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UPDATE: COVID-19 Cases In Eastern Colorado, State's Testing Capabilities

COVID-19 cases reported through March 31

Additional COVID-19 cases are being reported in eastern Colorado. 

As of Wednesday, there were 10 confirmed COVID-19 cases in the counties that fall within the High Plains Public Radio listening area, as follows: Phillips (1), Yuma (2), Kit Carson (4), Baca (3). 

Other counties in the state's eastern plains are seeing a slight uptick in confirmed cases, as well. Logan County, in northwest Colorado, is now reporting six cases, up three since March 28. Morgan County's case count went up one during that time, and was reporting five as of Wednesday.

Other eastern Colorado counties' COVID-19 case counts are as follows, Otero (3), LIncoln (1) and Crowley (1).

Overall, the state reported 3,342 cases as of Wednesday and 80 coronavirus-related deaths.
The state had been operating with two primary ways of testing as of Monday, which are as follows:
Hospital staff, hospitalized patients, and vulnerable, symptomatic patients receiving care at health care facilities can get tested at those facilities.

Critical health care workers and first responders who have symptoms can get tested at community testing sites being run by local public health agencies in various communities.

“Right now, due to limited supplies of testing kits and personal protective equipment, testing needs to be focused on the people who are the most at-risk from this disease and the people in charge of caring for and keeping the rest of us safe. It’s important to protect the most critical element of the health care system," said Scott Bookman, COVID-19 Incident Commander for the Colorado Department of Public Health and Environment (CDPHE).  "We are working hard to get the supplies and capacity to move to broader public testing, but until then our message remains the same: if you have only mild symptoms, self-isolate and don’t wait for a test."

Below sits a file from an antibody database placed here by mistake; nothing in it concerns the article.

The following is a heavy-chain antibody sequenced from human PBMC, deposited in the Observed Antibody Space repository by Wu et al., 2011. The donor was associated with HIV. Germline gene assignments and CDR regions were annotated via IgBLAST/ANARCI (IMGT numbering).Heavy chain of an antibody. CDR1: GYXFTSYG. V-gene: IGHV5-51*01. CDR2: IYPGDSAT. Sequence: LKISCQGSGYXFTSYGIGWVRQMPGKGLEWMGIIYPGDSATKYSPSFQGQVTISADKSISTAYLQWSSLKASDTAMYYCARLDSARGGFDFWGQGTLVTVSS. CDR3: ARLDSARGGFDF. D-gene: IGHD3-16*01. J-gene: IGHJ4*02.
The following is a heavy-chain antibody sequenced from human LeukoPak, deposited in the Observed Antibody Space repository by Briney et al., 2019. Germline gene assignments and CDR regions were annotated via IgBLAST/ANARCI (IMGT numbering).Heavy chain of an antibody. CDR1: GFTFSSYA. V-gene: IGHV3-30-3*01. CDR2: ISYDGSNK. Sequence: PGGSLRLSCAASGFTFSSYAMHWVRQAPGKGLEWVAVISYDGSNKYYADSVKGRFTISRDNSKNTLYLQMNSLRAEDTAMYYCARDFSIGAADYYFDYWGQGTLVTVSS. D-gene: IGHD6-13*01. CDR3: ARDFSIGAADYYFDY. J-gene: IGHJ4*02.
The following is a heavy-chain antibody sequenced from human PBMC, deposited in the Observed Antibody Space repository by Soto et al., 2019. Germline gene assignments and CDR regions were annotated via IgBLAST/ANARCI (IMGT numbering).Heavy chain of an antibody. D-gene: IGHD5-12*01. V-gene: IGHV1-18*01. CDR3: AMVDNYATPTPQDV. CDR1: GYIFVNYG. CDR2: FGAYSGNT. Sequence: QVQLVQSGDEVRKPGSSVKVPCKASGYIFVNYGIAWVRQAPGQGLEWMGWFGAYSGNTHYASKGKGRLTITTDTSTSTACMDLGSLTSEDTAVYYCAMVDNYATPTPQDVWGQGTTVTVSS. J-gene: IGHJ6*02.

The Colorado Department of Public Health and Environment (CDPHE) on Monday announced that it was working to increase the state's testing capabalities, saying more kits will be provided to local public health agencies onces those supplies are received from FEMA.

In the mean time, in an effort to preserve personal protective equiment (PPE), the CDPHE is recommending that heallth care providers prioritize testing according to three tiers, as follows.

Under tier one, testing is done on hospitalized patients and health care workers with symptons. 

Under tier two:

  • Patients in long-term care facilities or other residential settings such as homeless shelters or correctional facilities with symptoms
  • Patients over age 65 with symptoms
  • Patients with underlying conditions with symptoms
  • First responders with symptoms
  • Critical infrastructure workers with symptoms

People with symptoms who work with vulnerable populations or in group residential settingsOther indivudals with symptoms fall under tier three.

However, the CDPHE is urging people not to wait for a test to self-isolate. People who are not at high riskof severe illness may not need to be evaluated in person or tested for COVID-19. 

And not everyone with symptoms will be tested right away, but the CDPHE is advising you to call your health care provider if your illness becomes more severe, especially if it's accompanied by shortness of breath. 
You can use telehealth or a nurseline to get medical guidance; find out more and access a  list of telehealth and nurseline resources here.